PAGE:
Therefore, you need to take enough scoring units—or scoring units durable enough— to score at least one more objective than your opponent. Each army is different in what it has to offer, but this is a good rule of thumb to go by when choosing your scoring units. Since in seize ground missions the maximum number of objectives is five, a good rule is to not take less than three scoring units (allowing you to control the majority of the objectives). The exception to this is if you are playing a small point level game or your scoring units are extremely durable, such as those available to armies like Orks. That said, in almost no cases is having a large number of scoring units a bad thing.

Assault List Scoring Units

There are many types of assault scoring units and they are characterized by the desire to get into close range and attack the enemy. They typically fulfill the dual role of scoring unit/damage dealer. In some armies these units are very effective at both, such as Ork Boyz and Nobz, Chaos Space Marine cult troops, Space Wolf Grey Hunters, Black Templar Crusader squads, Tyranid Genestealers, etc. When you have a situation such as this, you can make a very powerful army by simply taking a large number of these units. This gives you the triple advantage of multiple scoring options, effective damage dealing units and redundancy to ensure that you will be able to win games even when sustaining heavy casualties.

These units usually function best when used en masse to engage the enemy at close range and hit them hard with close range firepower or in assault. This also has the benefit of an army that likes to be mobile and engage the enemy, meaning that you will be coming for him and his objectives. With this type of list, you want to place all objectives as close to one another as possible and usually in center board or in your opponent’s deployment zone as you will be coming at him. You can make an excellent list by taking 4 to 6 scoring units, such as with Grey Hunters, or Ork Boy Mobs for example, and then filling out the other roles specifically to support this core.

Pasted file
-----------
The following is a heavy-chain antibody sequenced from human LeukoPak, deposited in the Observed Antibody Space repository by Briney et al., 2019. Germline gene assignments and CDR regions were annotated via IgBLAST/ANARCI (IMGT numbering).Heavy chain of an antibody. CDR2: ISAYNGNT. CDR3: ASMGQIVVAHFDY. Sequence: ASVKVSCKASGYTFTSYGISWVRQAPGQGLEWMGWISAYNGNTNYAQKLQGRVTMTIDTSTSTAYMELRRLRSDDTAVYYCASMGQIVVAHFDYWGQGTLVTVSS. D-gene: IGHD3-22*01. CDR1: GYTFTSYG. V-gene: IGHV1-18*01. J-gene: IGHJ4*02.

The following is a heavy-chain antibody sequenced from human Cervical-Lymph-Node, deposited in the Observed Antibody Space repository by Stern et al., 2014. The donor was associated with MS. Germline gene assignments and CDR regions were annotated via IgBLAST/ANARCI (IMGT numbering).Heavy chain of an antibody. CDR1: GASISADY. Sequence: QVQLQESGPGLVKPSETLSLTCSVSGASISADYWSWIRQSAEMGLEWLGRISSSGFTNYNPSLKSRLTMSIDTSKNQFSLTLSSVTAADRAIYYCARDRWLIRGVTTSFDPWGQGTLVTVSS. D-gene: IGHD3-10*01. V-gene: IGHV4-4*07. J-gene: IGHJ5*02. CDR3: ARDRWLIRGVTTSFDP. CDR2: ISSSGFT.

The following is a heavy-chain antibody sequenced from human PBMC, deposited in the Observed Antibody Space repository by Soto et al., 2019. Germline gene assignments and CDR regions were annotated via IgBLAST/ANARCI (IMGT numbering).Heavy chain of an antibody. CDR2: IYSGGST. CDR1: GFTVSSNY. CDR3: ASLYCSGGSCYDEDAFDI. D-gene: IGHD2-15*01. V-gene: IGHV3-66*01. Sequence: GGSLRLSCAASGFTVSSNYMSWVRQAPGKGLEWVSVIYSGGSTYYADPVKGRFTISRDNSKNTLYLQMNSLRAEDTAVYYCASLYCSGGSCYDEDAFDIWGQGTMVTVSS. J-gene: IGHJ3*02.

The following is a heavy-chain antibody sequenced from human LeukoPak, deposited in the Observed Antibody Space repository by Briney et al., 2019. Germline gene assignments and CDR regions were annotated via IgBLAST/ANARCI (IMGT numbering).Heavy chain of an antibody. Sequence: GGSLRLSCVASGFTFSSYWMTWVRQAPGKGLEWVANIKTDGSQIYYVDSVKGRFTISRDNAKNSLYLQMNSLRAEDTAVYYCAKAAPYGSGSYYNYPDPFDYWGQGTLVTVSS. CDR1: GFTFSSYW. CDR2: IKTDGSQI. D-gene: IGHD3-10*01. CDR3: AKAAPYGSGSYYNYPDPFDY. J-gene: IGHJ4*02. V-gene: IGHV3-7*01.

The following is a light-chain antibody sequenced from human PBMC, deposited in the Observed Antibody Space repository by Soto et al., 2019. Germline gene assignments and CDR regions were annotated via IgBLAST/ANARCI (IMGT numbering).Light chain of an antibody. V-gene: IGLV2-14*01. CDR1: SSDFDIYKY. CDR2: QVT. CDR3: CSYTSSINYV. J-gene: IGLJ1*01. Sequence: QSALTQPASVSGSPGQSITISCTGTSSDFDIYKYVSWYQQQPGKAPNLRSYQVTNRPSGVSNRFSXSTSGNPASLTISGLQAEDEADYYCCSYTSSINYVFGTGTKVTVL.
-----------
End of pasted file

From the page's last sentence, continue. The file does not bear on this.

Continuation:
Shooty List Scoring Units

Some armies or build strategies do not use effective assault scoring units and as such they must be built using different guidelines. Examples of this are Eldar Guardians, Eldar Rangers/Pathfinders, Tau Fire Warriors, Necron Warriors, Imperial Guard Infantry Platoons (in most cases, they can be built to be effective in combat), Space Marine Sniper Scouts, etc. These units want to engage their targets at medium to long range as they usually do not want to be in assault. Therefore they must be able to maximize the amount of time they can sit and shoot, but they must also be mobile enough to go and get objectives, or at the least have support units that can contest enemy objectives. This type of army plays a more defensive game, preferring to castle and defend their own objectives while destroying the enemy as they come in.

Therefore, you must consider several factors when building this type of army. Can you shoot an assault army enough to defeat them before they get to you? Can you outshoot another shooty list? Can you reach out and at the least contest enemy objectives while keeping them off of your own?

If you answer no to any of the above questions, you will find yourself regularly losing. Why? Because if you are unable to shoot up an assault army enough before it gets to you then those armies will defeat you in combat. If you cannot outshoot another shooty army, then you will obviously be defeated as you will either stand and get shot to death or turn into a pseudo assault army and try to rush across the board to engage. If you cannot score objectives or at least contest them, then even if you shoot the pants off of your opponent and he has more objectives than you do, you still lose.

In order to build an effective list of this type, you can get away with taking less scoring units than in an assault list as you will typically be playing defensively and holding only one to three objectives and looking to contest the rest. In Kill Points your damage dealing units will be doing the heavy lifting. Although if your scoring units put out the same or better damage than your damage dealing units, then by all means, maximize them as this improves your redundancy and ability to win games.